Advice for dealing with my mother

Been considering this post for years really…

But, my mother has become increasingly racist/xenophobic over recent years and at some point i’m going to have to say something… (UK media most of the problem)

Some background: we’re in the UK, my dad died of cancer ~6years ago.
My brother has moved out.
I’m 42. At this point kinda given up on the whole dating thing. So looking after mum and still living with her.

But at some point i’m going to need to confront the racism/xenophobia…

I’m living with her and she 100% relies on me now. So consider that…

But apart from blowing up at her when i get pushed too far, any suggestions?


I don’t have any advice for confrontation it just pretty much always goes bad ime but also can’t always be avoided either. But maybe find time for yourself, could be dating, but also just like time away that’s just for yourself that takes you outside of the relationship with her. I think sometimes people becoming more isolated and dependent are more prone to the fear based hate and often lash out at the people caring for them.

The stronger your support for yourself is the easier it will be to cope.


Is there some way you can bring it up gently? Like, maybe sitting around at dinner, you can tell her how upsetting you find some of the things that she says and why you feel that way?

Meme Reaction GIF by Robert E Blackmon

However you handle it, certainly take time for yourself.


I agree with the above.

One piece of advice which I received several times (under very different circumstances) is that I can try to think about difficulties and problems and ask myself for a solution I would give to a close friend if they were affected and asking for advice.

This approach needs training. And the advice I give myself should be constructive, and empathetic, people keep telling me. Self-empathy is important.

Also, finding out about why your mom (re)acts that way and articulating your own feelings (as @Mindysan33 says, gently) might help. I also am under the same impression as @TornPaperNapkin: people who feel (e.g.)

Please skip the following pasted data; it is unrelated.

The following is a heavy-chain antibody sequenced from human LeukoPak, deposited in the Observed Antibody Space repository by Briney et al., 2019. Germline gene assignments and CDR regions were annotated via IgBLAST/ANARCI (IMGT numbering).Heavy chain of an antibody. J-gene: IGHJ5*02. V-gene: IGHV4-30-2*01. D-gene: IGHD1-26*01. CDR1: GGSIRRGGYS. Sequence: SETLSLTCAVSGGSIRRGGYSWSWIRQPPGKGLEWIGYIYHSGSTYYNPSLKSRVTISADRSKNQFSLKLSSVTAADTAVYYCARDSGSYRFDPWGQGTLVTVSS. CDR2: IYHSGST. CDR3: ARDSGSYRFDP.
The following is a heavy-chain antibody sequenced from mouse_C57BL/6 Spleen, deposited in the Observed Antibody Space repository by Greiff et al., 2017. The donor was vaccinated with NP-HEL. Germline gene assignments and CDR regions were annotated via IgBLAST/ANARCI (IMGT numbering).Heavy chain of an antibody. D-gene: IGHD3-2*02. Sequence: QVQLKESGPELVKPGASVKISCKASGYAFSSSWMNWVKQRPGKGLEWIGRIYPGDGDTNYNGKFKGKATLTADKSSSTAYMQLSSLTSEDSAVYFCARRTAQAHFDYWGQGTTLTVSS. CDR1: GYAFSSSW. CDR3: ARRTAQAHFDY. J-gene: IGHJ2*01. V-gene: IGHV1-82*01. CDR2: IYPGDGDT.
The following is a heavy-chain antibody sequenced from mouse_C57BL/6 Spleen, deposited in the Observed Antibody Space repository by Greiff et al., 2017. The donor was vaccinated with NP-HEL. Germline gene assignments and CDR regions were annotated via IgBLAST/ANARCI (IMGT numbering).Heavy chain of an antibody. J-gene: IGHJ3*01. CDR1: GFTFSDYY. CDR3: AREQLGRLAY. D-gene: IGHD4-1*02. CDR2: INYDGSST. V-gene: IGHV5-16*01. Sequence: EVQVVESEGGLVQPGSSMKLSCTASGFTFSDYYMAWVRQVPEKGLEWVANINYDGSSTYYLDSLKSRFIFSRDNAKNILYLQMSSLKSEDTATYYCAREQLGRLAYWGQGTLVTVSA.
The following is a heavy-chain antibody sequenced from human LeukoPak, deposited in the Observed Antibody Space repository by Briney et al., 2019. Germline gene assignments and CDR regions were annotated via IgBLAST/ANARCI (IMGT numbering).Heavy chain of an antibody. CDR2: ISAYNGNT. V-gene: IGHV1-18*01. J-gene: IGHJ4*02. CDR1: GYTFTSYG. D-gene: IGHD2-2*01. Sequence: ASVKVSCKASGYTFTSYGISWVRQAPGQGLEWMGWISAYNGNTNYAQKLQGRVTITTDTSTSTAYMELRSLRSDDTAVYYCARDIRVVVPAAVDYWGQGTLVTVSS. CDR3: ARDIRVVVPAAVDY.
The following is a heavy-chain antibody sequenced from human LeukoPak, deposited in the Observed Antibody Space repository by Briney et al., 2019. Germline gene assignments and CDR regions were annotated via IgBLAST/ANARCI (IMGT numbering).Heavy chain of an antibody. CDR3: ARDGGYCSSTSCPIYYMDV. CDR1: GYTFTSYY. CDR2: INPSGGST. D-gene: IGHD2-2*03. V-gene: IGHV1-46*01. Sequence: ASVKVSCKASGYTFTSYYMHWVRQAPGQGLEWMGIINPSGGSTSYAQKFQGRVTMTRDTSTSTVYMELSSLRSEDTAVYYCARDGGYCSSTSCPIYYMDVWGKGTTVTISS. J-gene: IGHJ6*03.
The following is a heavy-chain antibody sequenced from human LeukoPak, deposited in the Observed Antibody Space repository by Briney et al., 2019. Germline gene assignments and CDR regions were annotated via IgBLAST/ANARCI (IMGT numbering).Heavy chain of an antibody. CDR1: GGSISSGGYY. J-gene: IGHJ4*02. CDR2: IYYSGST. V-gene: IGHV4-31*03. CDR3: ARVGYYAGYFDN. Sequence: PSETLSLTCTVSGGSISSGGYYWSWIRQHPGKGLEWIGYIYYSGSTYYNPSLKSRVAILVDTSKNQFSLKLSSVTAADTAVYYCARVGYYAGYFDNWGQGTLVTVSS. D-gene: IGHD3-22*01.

isolation, alienation, loneliness or dependency tend to start lashing out at others.

In case of some family members I made the experience that first, they verbally lashed out against others far outside of their influence - e.g., by xenophobic or misogynistic remarks. When challenged, they retaliated and also attacked those who were close to them, and cared for them. I also observed the same with mental and bodily decline (cases in question: Alzheimer’s, Parkinson’s, cancer), but maybe - just maybe - progressing age is enough of a burden to feel overwhelmed enough to attack the ones you are closest to.

Empathy might be the best advice. I’m working on it, personally, and still try to respect my own red lines in the process.
All the best to you.


It depends on what your goal is-if you want to try to change her mind Beau of the Fifth Column on you tube has some good videos in a series called “how to ruin thanksgiving dinner” that tackle ways to talk with people and show them where their ideas fail. If you don’t think that’s possible and you just don’t want to listen to her comments, trying leaving the room when she starts up. Also, if there is memory loss or cognitive decline involved letting it wash over you with random noises once in a while may be all you can do.


I found my “previous generation relative” was genuinely surprised when we carefully challenged him on various biases in his proclamations. It helped to use something fact-based, like “I’m not talking about a woman who sweet-talked some state worker into giving her a few thousand dollars of fraudulent benefits in the 1970s, I’m talking about Lee Iaccoca and Chrysler taking billions of dollars in a bailout last year, a theft that is literally 10,000 times bigger. It has nothing to do with the color of anyone’s skin, it’s that some people are thieves who steal from all of us, and there are much worse people than those your news station tells you about.”

It turned out that if he ran his mouth unchecked he’d continue to say whatever awful things he could imagine (or parrot from a biased news source), but when he realized that we didn’t share them because we knew they weren’t true or pointed out the biases weren’t relevant, he tried in his own way to moderate his responses after that.

There were other common sense ways we took care during the challenges. We normally wouldn’t challenge him in front of the family or in a group, only mention it in private later. But sometimes we would immediately need to say something like “We don’t use that language in front of the kids.” We always kept it respectful; it was never shouting or “you’re listening to an idiot on the radio”. By keeping it civil, he in turn kept his behavior civil.

Did it change him? He was a lot more pleasant to be around when he wasn’t tossing out biases. And it lasted until he passed away nearly a decade ago. And that’s probably the best we could hope for.


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